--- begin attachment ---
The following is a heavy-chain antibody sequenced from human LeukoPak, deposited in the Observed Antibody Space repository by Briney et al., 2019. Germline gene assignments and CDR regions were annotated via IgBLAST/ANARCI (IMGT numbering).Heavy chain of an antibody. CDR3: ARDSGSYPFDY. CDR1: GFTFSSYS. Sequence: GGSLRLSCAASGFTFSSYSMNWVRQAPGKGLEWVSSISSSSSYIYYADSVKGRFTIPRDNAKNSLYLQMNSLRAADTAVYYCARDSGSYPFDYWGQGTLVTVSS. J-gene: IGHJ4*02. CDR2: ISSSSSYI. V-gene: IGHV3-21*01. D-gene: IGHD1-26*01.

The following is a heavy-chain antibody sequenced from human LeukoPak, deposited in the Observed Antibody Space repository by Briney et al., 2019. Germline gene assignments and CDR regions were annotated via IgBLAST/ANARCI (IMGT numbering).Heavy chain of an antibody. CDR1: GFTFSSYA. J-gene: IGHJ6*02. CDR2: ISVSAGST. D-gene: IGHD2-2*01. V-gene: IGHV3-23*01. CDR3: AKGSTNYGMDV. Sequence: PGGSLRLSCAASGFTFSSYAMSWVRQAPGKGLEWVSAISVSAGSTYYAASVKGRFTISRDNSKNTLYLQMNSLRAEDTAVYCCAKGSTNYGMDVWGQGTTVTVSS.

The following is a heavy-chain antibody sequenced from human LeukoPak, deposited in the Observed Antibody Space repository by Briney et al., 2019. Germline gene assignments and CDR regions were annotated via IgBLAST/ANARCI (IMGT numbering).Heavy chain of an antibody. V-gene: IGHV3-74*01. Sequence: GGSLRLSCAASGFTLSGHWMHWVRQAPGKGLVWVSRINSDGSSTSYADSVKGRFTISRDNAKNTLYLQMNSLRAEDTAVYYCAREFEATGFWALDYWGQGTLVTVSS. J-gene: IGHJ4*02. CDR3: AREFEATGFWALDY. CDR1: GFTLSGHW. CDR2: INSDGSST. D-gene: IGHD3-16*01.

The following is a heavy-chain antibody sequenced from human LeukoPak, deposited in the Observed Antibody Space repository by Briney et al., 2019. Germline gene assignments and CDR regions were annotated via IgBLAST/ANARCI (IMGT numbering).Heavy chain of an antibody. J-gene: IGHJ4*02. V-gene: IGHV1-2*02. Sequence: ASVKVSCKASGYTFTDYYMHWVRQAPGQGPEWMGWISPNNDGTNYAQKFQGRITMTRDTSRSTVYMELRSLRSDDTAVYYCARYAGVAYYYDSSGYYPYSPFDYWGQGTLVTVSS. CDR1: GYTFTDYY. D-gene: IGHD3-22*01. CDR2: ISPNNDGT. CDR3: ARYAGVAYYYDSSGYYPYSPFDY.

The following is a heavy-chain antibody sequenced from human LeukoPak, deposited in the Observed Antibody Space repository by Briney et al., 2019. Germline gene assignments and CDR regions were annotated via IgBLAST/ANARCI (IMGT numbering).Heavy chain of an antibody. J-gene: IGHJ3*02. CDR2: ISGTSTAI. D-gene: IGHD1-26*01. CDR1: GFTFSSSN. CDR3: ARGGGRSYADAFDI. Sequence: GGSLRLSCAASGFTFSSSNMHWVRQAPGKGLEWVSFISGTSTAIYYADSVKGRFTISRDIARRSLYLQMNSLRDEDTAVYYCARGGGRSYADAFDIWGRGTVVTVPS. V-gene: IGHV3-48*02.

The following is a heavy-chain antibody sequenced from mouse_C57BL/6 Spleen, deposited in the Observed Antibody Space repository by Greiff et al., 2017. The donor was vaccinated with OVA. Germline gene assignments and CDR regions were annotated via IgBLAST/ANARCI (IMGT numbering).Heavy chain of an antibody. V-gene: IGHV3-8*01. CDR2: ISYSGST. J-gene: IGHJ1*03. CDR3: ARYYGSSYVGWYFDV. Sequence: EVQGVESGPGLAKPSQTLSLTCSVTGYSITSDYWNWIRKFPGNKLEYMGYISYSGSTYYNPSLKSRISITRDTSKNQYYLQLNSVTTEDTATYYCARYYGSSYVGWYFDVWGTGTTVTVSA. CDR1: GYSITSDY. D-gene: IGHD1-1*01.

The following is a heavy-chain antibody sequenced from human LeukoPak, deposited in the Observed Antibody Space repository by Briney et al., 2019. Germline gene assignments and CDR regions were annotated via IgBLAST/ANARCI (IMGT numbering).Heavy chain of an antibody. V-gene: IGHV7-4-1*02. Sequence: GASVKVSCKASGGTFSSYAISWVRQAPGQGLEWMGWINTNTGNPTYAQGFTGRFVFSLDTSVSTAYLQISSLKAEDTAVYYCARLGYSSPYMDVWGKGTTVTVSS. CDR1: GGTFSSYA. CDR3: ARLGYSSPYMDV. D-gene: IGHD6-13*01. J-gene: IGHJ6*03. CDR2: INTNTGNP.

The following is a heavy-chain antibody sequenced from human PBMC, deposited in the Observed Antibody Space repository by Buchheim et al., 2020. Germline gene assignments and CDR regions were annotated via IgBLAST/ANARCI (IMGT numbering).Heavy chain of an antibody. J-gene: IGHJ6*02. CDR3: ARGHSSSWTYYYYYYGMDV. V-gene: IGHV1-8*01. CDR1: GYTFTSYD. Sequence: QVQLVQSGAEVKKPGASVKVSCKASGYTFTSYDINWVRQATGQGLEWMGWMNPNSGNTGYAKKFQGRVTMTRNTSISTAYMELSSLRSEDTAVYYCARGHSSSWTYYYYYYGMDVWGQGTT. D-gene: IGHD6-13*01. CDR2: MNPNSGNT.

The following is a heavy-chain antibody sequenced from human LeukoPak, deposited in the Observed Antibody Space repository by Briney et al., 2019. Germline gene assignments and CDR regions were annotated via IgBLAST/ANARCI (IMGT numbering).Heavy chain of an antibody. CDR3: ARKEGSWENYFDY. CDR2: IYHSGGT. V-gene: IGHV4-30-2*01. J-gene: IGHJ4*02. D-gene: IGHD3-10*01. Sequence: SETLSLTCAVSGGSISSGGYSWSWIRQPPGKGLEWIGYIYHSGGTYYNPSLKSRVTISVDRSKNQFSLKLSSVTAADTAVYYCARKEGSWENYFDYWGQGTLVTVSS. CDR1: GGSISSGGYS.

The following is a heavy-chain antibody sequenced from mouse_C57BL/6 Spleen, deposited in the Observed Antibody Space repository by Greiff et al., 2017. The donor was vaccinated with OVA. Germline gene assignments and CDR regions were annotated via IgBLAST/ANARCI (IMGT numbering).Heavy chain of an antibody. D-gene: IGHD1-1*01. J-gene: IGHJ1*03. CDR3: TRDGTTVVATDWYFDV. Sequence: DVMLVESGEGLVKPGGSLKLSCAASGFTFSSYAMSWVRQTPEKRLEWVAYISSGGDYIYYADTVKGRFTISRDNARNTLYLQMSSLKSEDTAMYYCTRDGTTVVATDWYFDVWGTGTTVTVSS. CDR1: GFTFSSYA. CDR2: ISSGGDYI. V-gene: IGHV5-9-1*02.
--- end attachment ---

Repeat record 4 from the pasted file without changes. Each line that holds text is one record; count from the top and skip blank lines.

The following is a heavy-chain antibody sequenced from human LeukoPak, deposited in the Observed Antibody Space repository by Briney et al., 2019. Germline gene assignments and CDR regions were annotated via IgBLAST/ANARCI (IMGT numbering).Heavy chain of an antibody. J-gene: IGHJ4*02. V-gene: IGHV1-2*02. Sequence: ASVKVSCKASGYTFTDYYMHWVRQAPGQGPEWMGWISPNNDGTNYAQKFQGRITMTRDTSRSTVYMELRSLRSDDTAVYYCARYAGVAYYYDSSGYYPYSPFDYWGQGTLVTVSS. CDR1: GYTFTDYY. D-gene: IGHD3-22*01. CDR2: ISPNNDGT. CDR3: ARYAGVAYYYDSSGYYPYSPFDY.